A 2-0 win in Istanbul, that would do nicely. Even a 1-0 victory would
Exclusive: A 2-0 win in Istanbul, that would do nicely. Even a 1-0 victory would delight us all. One man who has enjoyed both those score lines in Turkey is former England manager Graham Taylor, the man in charge of the Three Lions for their last two visits to the home of England's Group 7 rivals...
"Both games were played at the Ataturk Stadium in Izmir in very intimidating circumstances," said Taylor when he sat down to reminisce with TheFA.com.
"The character of the England sides was excellent, and it needed to be. Turkey were a developing country and even at that stage they were by no means walkovers."
The former Aston Villa manager took control of the national side after Sir Bobby Robson had guided the country to the World Cup semi-finals in 1990, and his sixth game at the helm was a trip to Turkey in a Euro '92 Qualifier.
"We played in front of a very enthusiastic crowd, the one thing that we all noticed was that when we went out for the warm-up, the stadium was almost full.
"We weren't used to that from back home, fans in Turkey would be there for up to three or four hours before the game. When you go out and have a look at the pitch after arriving at the ground, stadiums are more than half empty, but in Izmir, that ground was almost full. It was unusual, but it sent a message out to the players that things are somewhat different."
Despite the noisy support for their opponents, England came away with a 1-0 victory thanks to Dennis Wise's goal just after the half hour.
"We had some injury situations before the game and both Dennis and Geoff Thomas made their debuts," recalls Taylor, "and it was Dennis who got the goal, giving us the win."
Leafing through his comprehensive collection of notes, Des Walker's name sprung from the page and Taylor thought back to the Forest defender's fine display that night in May '91.
"We played a 4-4-2 and there was a very good performance from Des Walker against a boy called Ridvan. We'd picked him out as one of their most dangerous players and we needed to keep him under control. Des did that for us extremely well.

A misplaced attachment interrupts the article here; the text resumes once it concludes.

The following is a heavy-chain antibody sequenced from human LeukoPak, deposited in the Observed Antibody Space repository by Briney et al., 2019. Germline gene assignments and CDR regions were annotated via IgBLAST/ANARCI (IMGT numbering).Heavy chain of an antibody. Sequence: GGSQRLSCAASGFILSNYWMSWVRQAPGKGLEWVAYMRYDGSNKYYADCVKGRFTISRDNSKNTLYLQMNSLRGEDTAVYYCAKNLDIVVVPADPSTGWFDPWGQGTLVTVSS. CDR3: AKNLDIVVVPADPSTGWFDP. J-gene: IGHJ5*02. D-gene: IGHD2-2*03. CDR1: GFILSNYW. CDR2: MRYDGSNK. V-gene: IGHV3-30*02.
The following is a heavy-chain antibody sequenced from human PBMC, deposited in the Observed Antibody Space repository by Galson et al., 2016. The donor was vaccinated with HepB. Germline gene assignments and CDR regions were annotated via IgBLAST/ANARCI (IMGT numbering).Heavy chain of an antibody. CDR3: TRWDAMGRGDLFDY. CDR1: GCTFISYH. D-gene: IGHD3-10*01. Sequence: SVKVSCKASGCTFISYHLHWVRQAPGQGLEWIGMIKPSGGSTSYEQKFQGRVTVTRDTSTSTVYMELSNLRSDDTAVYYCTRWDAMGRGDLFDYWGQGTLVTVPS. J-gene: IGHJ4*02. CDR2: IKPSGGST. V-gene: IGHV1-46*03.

"We also recalled Gary Pallister for the game, along with Alan Smith, who led the line very well up front. Alan held the ball up which was important for us."
During that trip to Turkey, Taylor saw England's Under-21s play out a 2-2 draw, and one player that caught his eye will be up against Sven's men tonight.
"I remember the young boy, Hakan Sukur, playing in their Under-21s the night before and he looked one heck of a player. In the next game in '93 Hakan Sukur had now become a substitute in the senior side."
Sukur wasn't unleashed on Taylor's England in that qualifying game for the USA World Cup, but another pair of familiar faces were.
"We'd now evolved the team to play a 4-3-1-2 formation to get Paul Gascoigne in to give him the freedom to go and play," he explained, "he was man-marked by Bulent who is now the Turkish captain. Blackburn's Tugay also played in that game, he wore the number five shirt.
"By this time," continued the ex-Watford chief, "we had come out of the European Championships in a less than satisfactory position and the media had a reason to make comments which were anti-myself and it unsettled the players.
"But we went across to Turkey in a good position in our attempts to qualify. The lead-up was ok, but I remember it was very, very wet, our training facilities weren't as we liked them. This time the atmosphere was less friendly - a different feeling to the game in '91.
"It was a scrappy stop-start game, the pitch wasn't the best but we showed great character and resilience in the game. David Platt and Gascoigne got the goals, and it was an excellent result and a very solid team performance played before an extremely vocal Turkish crowd."
So Taylor knows more than most about winning in Turkey, and despite their growing stature in Europe and the world, what does he think the key is if Sven's men are to follow in his footsteps in the Fenerbahce Sukru Saracoglu stadium this evening?
"Teams don't just become good over night, in Turkey it's been happening over the last decade and after their performance in the World Cup, they have now shown what they can do.
"But for me, Steven Gerrard will be vital for England, we have to make sure the midfield is won. Turkey work the ball through the team and Gerrard will be important in our attempts to prevent them passing around us quickly and stopping them from playing."
Graham Taylor was talking to Jamie Bradbury